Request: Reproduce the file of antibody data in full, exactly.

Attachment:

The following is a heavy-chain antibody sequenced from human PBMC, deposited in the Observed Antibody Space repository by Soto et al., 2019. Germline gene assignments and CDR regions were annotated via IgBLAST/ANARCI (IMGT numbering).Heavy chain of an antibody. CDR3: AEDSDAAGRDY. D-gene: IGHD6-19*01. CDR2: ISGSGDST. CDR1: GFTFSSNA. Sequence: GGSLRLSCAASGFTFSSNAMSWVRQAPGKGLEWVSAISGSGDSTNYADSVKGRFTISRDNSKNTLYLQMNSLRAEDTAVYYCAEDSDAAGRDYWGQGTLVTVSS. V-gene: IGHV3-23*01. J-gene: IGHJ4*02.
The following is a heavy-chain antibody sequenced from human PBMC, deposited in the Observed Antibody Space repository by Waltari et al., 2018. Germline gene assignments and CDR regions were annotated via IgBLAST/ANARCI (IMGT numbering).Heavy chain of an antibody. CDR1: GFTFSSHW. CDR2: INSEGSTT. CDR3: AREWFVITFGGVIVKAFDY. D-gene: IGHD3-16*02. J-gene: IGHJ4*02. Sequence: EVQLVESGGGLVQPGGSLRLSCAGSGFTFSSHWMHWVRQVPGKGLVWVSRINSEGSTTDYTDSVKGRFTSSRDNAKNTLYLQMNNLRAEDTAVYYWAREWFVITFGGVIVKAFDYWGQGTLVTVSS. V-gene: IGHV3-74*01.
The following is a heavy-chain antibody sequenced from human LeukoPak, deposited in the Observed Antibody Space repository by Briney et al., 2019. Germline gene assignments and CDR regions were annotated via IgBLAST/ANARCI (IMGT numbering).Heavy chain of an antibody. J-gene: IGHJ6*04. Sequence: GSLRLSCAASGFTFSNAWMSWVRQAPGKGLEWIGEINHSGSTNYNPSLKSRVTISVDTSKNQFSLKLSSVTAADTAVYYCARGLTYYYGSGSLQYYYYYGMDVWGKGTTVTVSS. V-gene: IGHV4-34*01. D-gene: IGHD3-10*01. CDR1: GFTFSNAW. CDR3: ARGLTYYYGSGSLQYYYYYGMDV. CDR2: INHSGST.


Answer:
The following is a heavy-chain antibody sequenced from human PBMC, deposited in the Observed Antibody Space repository by Soto et al., 2019. Germline gene assignments and CDR regions were annotated via IgBLAST/ANARCI (IMGT numbering).Heavy chain of an antibody. CDR3: AEDSDAAGRDY. D-gene: IGHD6-19*01. CDR2: ISGSGDST. CDR1: GFTFSSNA. Sequence: GGSLRLSCAASGFTFSSNAMSWVRQAPGKGLEWVSAISGSGDSTNYADSVKGRFTISRDNSKNTLYLQMNSLRAEDTAVYYCAEDSDAAGRDYWGQGTLVTVSS. V-gene: IGHV3-23*01. J-gene: IGHJ4*02.
The following is a heavy-chain antibody sequenced from human PBMC, deposited in the Observed Antibody Space repository by Waltari et al., 2018. Germline gene assignments and CDR regions were annotated via IgBLAST/ANARCI (IMGT numbering).Heavy chain of an antibody. CDR1: GFTFSSHW. CDR2: INSEGSTT. CDR3: AREWFVITFGGVIVKAFDY. D-gene: IGHD3-16*02. J-gene: IGHJ4*02. Sequence: EVQLVESGGGLVQPGGSLRLSCAGSGFTFSSHWMHWVRQVPGKGLVWVSRINSEGSTTDYTDSVKGRFTSSRDNAKNTLYLQMNNLRAEDTAVYYWAREWFVITFGGVIVKAFDYWGQGTLVTVSS. V-gene: IGHV3-74*01.
The following is a heavy-chain antibody sequenced from human LeukoPak, deposited in the Observed Antibody Space repository by Briney et al., 2019. Germline gene assignments and CDR regions were annotated via IgBLAST/ANARCI (IMGT numbering).Heavy chain of an antibody. J-gene: IGHJ6*04. Sequence: GSLRLSCAASGFTFSNAWMSWVRQAPGKGLEWIGEINHSGSTNYNPSLKSRVTISVDTSKNQFSLKLSSVTAADTAVYYCARGLTYYYGSGSLQYYYYYGMDVWGKGTTVTVSS. V-gene: IGHV4-34*01. D-gene: IGHD3-10*01. CDR1: GFTFSNAW. CDR3: ARGLTYYYGSGSLQYYYYYGMDV. CDR2: INHSGST.